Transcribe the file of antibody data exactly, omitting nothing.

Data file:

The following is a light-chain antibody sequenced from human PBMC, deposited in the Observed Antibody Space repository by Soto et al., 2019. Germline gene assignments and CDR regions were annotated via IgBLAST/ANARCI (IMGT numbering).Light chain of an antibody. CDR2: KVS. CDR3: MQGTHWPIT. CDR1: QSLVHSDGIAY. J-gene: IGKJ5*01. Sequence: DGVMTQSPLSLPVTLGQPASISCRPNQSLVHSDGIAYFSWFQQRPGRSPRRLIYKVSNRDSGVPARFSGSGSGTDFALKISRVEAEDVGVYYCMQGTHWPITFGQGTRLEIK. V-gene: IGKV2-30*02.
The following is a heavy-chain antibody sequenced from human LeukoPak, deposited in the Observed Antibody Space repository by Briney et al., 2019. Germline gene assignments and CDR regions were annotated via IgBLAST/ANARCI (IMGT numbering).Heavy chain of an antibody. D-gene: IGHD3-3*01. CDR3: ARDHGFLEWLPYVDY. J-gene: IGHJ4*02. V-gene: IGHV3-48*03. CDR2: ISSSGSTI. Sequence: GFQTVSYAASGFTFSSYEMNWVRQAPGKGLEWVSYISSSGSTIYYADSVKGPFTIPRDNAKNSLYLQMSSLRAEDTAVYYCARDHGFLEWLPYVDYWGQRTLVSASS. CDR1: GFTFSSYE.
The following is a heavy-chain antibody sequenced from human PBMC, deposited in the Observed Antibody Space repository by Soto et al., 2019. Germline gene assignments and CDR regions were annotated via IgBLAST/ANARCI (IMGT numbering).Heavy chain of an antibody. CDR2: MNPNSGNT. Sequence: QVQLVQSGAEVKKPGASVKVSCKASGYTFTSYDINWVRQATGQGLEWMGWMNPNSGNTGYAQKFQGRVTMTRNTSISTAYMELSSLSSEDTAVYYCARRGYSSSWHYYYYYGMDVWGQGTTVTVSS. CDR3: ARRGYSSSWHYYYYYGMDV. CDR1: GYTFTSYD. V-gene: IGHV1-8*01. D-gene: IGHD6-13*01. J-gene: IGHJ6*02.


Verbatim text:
The following is a light-chain antibody sequenced from human PBMC, deposited in the Observed Antibody Space repository by Soto et al., 2019. Germline gene assignments and CDR regions were annotated via IgBLAST/ANARCI (IMGT numbering).Light chain of an antibody. CDR2: KVS. CDR3: MQGTHWPIT. CDR1: QSLVHSDGIAY. J-gene: IGKJ5*01. Sequence: DGVMTQSPLSLPVTLGQPASISCRPNQSLVHSDGIAYFSWFQQRPGRSPRRLIYKVSNRDSGVPARFSGSGSGTDFALKISRVEAEDVGVYYCMQGTHWPITFGQGTRLEIK. V-gene: IGKV2-30*02.
The following is a heavy-chain antibody sequenced from human LeukoPak, deposited in the Observed Antibody Space repository by Briney et al., 2019. Germline gene assignments and CDR regions were annotated via IgBLAST/ANARCI (IMGT numbering).Heavy chain of an antibody. D-gene: IGHD3-3*01. CDR3: ARDHGFLEWLPYVDY. J-gene: IGHJ4*02. V-gene: IGHV3-48*03. CDR2: ISSSGSTI. Sequence: GFQTVSYAASGFTFSSYEMNWVRQAPGKGLEWVSYISSSGSTIYYADSVKGPFTIPRDNAKNSLYLQMSSLRAEDTAVYYCARDHGFLEWLPYVDYWGQRTLVSASS. CDR1: GFTFSSYE.
The following is a heavy-chain antibody sequenced from human PBMC, deposited in the Observed Antibody Space repository by Soto et al., 2019. Germline gene assignments and CDR regions were annotated via IgBLAST/ANARCI (IMGT numbering).Heavy chain of an antibody. CDR2: MNPNSGNT. Sequence: QVQLVQSGAEVKKPGASVKVSCKASGYTFTSYDINWVRQATGQGLEWMGWMNPNSGNTGYAQKFQGRVTMTRNTSISTAYMELSSLSSEDTAVYYCARRGYSSSWHYYYYYGMDVWGQGTTVTVSS. CDR3: ARRGYSSSWHYYYYYGMDV. CDR1: GYTFTSYD. V-gene: IGHV1-8*01. D-gene: IGHD6-13*01. J-gene: IGHJ6*02.